Joe Casey

Joe Casey is an American comic book writer. He has worked on titles such as Wildcats 3.0, Uncanny X-Men, The Intimates, Adventures of Superman, and G.I. Joe: America's Elite among others. As part of the comics creator group Man of Action Studios, Casey is one of the creators of the animated series Ben 10.

Joe Casey
Notable works


Starting his professional writing career at Marvel Comics, Casey wrote for several titles, including Cable, The Incredible Hulk and Uncanny X-Men.

Casey wrote many titles for Wildstorm, like the highly experimental Automatic Kafka with artist Ashley Wood. Casey took over Wildcats and gave the series a new direction, moving it from the superhero genre to incorporate elements of corporate espionage. He wrote a Mister Majestic series with artist Ed McGuiness, after which they subsequently collaborated on Adventures of Superman, which Casey wrote for three years.

Casey wrote 2005's Avengers: Earth's Mightiest Heroes limited series and its sequel for Marvel Comics. Since 2001 Casey has produced creator-owned work through Image Comics, including Gødland, Codeflesh, Nixon's Pals, Charlatan Ball, Doc Bizarre, M.D., Officer Downe. He also wrote a revamp of the original Youngblood miniseries by Rob Liefeld, called Maximum Youngblood. As well as discussing the ending of Gødland, Charlatan Ball and Nixon's Pals,[dead link][1] he mentioned that Codeflesh[dead link][2] would be returning.[3]

Casey was featured in a 2006 documentary about the 1990s comic boom and bust called Adventures Into Digital Comics.[4]

Casey is a member of the Man of Action collective of creators (with Joe Kelly, Duncan Rouleau, Steven T. Seagle), who created the series Ben 10, currently airing on Cartoon Network.[citation needed] They also created the show Generator Rex, which also ran for two seasons on Cartoon Network. They are producers/story editors on the shows Ultimate Spider-Man and Marvel's Avengers Assemble airing on Disney XD. Casey also co-created the animated property Disco Destroyer with Scott Mosier and Jim Mahfood.

Dark Reign: Zodiac pits a new iteration of the old Avengers enemies against Norman Osborn's new status quo as Director of National Security,[5][6][7] and Final Crisis: Aftermath: Dance follows the adventures of the Super Young Team.[8][9] His brief return to DC also included a brief run on Superman/Batman.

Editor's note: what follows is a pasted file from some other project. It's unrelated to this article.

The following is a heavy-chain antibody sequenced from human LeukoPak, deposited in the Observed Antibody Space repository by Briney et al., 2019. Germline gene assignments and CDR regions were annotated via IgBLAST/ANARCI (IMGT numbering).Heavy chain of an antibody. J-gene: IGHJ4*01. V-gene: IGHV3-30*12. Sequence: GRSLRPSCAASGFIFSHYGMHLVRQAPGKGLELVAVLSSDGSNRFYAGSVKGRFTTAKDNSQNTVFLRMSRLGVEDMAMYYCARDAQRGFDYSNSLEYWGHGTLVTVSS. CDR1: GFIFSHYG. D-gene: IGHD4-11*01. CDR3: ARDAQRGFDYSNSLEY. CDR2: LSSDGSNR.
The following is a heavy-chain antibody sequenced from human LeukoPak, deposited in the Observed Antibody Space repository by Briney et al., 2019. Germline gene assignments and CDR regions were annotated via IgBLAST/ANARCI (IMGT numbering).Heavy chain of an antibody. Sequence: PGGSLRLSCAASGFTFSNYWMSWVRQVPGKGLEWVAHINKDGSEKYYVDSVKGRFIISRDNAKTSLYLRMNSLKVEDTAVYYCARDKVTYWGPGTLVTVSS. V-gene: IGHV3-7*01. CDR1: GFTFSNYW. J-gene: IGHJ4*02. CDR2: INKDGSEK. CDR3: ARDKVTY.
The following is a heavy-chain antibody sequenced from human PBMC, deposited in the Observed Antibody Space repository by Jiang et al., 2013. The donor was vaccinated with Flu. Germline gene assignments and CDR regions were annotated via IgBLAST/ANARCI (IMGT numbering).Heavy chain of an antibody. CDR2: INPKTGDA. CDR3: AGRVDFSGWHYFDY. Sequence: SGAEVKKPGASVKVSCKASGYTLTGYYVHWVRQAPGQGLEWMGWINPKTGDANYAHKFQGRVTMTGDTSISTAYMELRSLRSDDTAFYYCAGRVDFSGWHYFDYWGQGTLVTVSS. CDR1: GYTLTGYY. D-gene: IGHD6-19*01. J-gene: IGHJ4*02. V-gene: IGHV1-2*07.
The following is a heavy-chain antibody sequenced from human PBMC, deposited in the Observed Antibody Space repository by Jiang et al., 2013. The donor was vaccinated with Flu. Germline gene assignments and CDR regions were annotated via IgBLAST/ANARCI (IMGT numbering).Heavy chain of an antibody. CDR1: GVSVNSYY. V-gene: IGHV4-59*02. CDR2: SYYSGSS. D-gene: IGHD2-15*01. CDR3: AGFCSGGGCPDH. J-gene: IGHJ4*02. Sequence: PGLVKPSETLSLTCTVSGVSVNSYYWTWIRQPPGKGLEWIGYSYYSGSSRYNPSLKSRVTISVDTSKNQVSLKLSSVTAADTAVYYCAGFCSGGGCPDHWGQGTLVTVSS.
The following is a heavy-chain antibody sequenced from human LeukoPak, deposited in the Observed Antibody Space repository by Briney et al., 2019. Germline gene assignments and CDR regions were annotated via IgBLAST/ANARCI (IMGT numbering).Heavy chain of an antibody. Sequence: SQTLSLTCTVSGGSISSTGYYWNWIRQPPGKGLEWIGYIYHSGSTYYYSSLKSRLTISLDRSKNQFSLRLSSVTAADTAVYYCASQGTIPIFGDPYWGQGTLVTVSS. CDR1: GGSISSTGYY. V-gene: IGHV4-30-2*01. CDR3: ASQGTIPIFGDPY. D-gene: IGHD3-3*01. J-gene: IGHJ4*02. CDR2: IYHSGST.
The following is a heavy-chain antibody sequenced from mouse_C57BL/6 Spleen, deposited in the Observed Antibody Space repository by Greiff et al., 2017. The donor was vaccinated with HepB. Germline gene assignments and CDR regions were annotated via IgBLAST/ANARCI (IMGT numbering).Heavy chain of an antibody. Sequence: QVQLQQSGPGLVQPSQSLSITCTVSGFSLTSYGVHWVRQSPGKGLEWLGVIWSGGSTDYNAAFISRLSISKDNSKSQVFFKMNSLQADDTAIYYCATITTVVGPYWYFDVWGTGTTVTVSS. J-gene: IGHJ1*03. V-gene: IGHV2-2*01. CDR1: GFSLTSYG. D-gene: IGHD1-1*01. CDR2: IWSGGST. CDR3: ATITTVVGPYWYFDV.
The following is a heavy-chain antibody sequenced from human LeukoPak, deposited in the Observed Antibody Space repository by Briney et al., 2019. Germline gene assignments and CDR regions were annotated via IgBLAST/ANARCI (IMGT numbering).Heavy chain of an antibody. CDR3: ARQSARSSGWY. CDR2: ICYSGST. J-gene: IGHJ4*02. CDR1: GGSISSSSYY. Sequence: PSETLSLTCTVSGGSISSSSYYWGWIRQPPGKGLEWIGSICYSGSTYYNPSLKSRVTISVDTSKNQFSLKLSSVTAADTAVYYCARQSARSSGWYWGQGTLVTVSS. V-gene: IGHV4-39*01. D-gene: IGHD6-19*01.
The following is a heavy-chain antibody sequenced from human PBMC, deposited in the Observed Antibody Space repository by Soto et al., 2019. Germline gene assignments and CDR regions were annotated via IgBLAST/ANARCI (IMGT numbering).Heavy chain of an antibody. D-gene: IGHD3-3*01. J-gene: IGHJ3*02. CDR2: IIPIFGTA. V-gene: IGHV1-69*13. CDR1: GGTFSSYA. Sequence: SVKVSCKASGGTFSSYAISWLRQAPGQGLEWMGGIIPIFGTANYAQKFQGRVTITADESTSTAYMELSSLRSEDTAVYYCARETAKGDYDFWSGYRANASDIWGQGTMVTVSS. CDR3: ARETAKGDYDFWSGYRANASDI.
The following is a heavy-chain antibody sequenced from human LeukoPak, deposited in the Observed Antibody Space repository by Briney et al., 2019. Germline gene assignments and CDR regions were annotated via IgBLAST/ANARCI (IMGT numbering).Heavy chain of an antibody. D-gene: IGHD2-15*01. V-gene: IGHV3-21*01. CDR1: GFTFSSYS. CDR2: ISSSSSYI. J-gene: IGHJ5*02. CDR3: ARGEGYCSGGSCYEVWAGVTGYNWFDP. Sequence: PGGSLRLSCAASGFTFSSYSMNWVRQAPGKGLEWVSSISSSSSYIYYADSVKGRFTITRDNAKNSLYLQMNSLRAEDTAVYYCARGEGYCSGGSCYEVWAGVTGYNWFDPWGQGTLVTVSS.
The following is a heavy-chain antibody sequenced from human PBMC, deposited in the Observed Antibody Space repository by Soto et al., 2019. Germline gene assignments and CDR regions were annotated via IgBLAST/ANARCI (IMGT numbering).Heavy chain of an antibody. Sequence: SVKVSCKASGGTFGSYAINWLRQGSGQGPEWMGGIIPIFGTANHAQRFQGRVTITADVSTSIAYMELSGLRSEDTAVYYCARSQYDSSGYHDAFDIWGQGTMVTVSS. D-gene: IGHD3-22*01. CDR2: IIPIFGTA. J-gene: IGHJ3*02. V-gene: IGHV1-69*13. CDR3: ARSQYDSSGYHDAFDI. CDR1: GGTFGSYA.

His next work for Image Comics, with Mike Huddleston on art duties, was Butcher Baker: The Righteous Maker. The critically acclaimed series ended with issue #8, which was published on August 15, 2012, ten months after issue #7, a delay that Casey stated was due to Huddleston's having overcommitted himself. Huddleston responded to Casey's public statement by stating that the delay was caused by his need to take over work in order to make sufficient money, as Butcher Baker was not lucrative enough for him to avoid doing so. Huddleston further explained that he apologized to Casey and to fans for the delay.[10][11]

That same year, Casey debuted the six-issue Marvel miniseries Vengeance, which introduced a group of new villains to the Marvel Universe.[12] The hardcover collection was released in December 2012.

His other work includes the creator-owned series Sex and The Bounce for Image Comics, as well as Catalyst Comix for Dark Horse Comics, reviving many of the old Comics Greatest World superheroes from the 1990s.

A film called Officer Downe (film), based on Casey's comic, is in development.[13]


Early workEdit

Marvel ComicsEdit

DC ComicsEdit

  • The Flash:
  • Superman:
    • Superman 80-Page Giant #2: "Who Do You Trust?" (with Michael Avon Oeming, 1999)
    • Adventures of Superman:
      • "Pillar of Earth" (with J.M. DeMatteis and Mike S. Miller, in #587-588, 2001)
      • Return to Krypton (tpb, 208 pages, 2004, ISBN 1-4012-0194-6) includes:
        • "Second Honeymoon" (with Duncan Rouleau, in #589, 2001)
        • "Culture Shock" (with Duncan Rouleau, in #606, 2002)
      • "Don't Cry for Me, Bialya" (with Derec Aucoin, in #590, 2001)
      • "Strange Behavior" (with Mike Wieringo, in #592, 2001)
      • Our Worlds at War (tpb, 512 pages, 2006, ISBN 1-4012-1129-1) includes:
        • "Parts 2, 6 and 10" (with Mike Wieringo, in #593-595, 2001)
      • "Shipbuilding" (with Mike Wieringo, in #596, 2001)